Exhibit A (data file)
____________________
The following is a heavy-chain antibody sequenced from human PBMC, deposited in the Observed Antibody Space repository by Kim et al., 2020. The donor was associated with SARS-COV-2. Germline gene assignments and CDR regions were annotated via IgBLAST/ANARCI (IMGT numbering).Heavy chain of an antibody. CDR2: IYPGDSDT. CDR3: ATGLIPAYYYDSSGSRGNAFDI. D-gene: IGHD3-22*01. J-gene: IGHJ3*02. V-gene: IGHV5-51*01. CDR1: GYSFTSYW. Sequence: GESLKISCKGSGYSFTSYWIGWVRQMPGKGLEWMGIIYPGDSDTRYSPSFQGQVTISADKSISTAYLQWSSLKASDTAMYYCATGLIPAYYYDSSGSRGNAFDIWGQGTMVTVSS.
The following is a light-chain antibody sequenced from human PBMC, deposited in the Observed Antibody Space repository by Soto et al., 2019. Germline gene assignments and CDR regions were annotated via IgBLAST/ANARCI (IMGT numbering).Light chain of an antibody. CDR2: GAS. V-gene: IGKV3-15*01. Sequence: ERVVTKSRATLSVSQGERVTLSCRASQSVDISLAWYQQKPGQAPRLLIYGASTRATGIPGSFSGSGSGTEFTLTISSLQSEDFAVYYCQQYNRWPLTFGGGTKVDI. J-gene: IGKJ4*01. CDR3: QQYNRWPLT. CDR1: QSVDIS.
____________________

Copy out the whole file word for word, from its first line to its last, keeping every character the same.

The following is a heavy-chain antibody sequenced from human PBMC, deposited in the Observed Antibody Space repository by Kim et al., 2020. The donor was associated with SARS-COV-2. Germline gene assignments and CDR regions were annotated via IgBLAST/ANARCI (IMGT numbering).Heavy chain of an antibody. CDR2: IYPGDSDT. CDR3: ATGLIPAYYYDSSGSRGNAFDI. D-gene: IGHD3-22*01. J-gene: IGHJ3*02. V-gene: IGHV5-51*01. CDR1: GYSFTSYW. Sequence: GESLKISCKGSGYSFTSYWIGWVRQMPGKGLEWMGIIYPGDSDTRYSPSFQGQVTISADKSISTAYLQWSSLKASDTAMYYCATGLIPAYYYDSSGSRGNAFDIWGQGTMVTVSS.
The following is a light-chain antibody sequenced from human PBMC, deposited in the Observed Antibody Space repository by Soto et al., 2019. Germline gene assignments and CDR regions were annotated via IgBLAST/ANARCI (IMGT numbering).Light chain of an antibody. CDR2: GAS. V-gene: IGKV3-15*01. Sequence: ERVVTKSRATLSVSQGERVTLSCRASQSVDISLAWYQQKPGQAPRLLIYGASTRATGIPGSFSGSGSGTEFTLTISSLQSEDFAVYYCQQYNRWPLTFGGGTKVDI. J-gene: IGKJ4*01. CDR3: QQYNRWPLT. CDR1: QSVDIS.